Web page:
‘Difficulty filling 28 posts in three Ebola countries’ - Limerick CEO

Anne Sheridan

Reporter:

Anne Sheridan

David Dalton, the Raheen native and chief executive of Plan Ireland, has issued an appeal
A LIMERICK man heading up an Irish charity has said they are struggling to fill 28 paid positions in three of the west African countries affected by the Ebola virus, which has killed over 4,000 people.

A LIMERICK man heading up an Irish charity has said they are struggling to fill 28 paid positions in three of the west African countries affected by the Ebola virus, which has killed over 4,000 people.

Raheen native David Dalton, chief executive of Plan Ireland, admitted they are “finding it fairly hard” to get personnel with medical experience or people with experience of dealing with such emergencies to fill these positions.

Mr Dalton said the positions are not necessarily on the front-line, as some would involve co-ordination, management roles and the control of vital supplies, and that the risks would be “minimal”.

The length of term for these positions vary from several months, but he said they would be willing to take suitable candidates on for just eight weeks. The pay depends on the candidates’ skills-set and is tax free.

“I understand people would be concerned about working in the Ebola-affected countries; there are obviously some dangers if you’re working frontline medical, but for anybody else the risk will be minimal, and we would like to stress that.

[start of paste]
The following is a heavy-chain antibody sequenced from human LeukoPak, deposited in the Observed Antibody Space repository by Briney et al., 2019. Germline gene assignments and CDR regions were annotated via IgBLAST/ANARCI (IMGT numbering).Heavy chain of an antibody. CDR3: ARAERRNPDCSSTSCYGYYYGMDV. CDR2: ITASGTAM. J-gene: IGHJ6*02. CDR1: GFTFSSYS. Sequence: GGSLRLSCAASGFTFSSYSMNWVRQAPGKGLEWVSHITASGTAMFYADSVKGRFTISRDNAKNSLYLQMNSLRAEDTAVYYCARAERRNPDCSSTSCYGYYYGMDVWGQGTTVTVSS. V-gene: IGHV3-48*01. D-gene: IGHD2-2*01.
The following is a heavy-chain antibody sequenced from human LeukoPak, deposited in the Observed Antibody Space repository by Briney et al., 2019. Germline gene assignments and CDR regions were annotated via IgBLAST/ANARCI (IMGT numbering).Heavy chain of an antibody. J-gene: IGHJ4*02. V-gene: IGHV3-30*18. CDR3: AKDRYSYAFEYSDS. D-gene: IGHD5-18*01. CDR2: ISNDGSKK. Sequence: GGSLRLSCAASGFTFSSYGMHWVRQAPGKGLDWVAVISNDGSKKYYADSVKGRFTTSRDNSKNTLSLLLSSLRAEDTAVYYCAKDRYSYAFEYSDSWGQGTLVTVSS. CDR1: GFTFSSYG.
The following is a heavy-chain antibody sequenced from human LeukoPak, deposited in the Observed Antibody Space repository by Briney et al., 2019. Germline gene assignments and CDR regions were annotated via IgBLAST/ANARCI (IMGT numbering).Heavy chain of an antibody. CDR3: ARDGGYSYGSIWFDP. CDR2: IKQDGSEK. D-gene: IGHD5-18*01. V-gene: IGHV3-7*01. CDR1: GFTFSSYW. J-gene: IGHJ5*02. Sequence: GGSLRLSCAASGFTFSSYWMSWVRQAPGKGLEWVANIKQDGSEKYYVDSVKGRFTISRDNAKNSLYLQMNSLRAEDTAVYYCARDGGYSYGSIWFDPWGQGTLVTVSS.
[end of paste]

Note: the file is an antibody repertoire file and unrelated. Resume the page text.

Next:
“We need people who have the ability to work under scarce staffing, with scarce supplies and make things happen,” he said.

Plan Ireland currently has two Irish staff covering the affected countries of Guinea, Liberia, and Sierra Leone - Clare man Damien Queally and Dulta Roughneen from Mayo, with the latter due to return home this week.

In addition, Plan Ireland has more than 700 local staff working in the three worst hit countries - two of whom have died recently as a result of Ebola, one from Sierra Leone and one from Guinea.

The charity is also seeking donations from the public, with some €10,000 received from the Irish public to date.

By comparison, he said €150,000 was received from the public for victims of the typhoon in the Philippines last year, with hundreds of millions received globally.

“The international community has been seriously found wanting in this crisis. The response has been very, very poor,” he told the Limerick Leader yesterday, “maybe because the countries are seen as non-important politically and there just hasn’t been the response. Sierra Leone, for example, has only four embassies, which is remarkable, in comparison to Ethiopia, which has 106 embassies. These really are peripheral, forgotten-about countries.”

Almost 5,000 people have been killed by the virus, according to data from the World Health Organisation, which has recorded more than 13,000 cases but admits the real number of infections and deaths could be much higher.

Mr Dalton recently met with Minister of State Sean Sherlock, who is responsible for overseas aid, to request urgent financial assistance.

“This isn’t going to be gone any time soon,” he added.

“These are very poor countries, so a small donation can make a big difference.” To make a donation see www.plan.ie/ebola/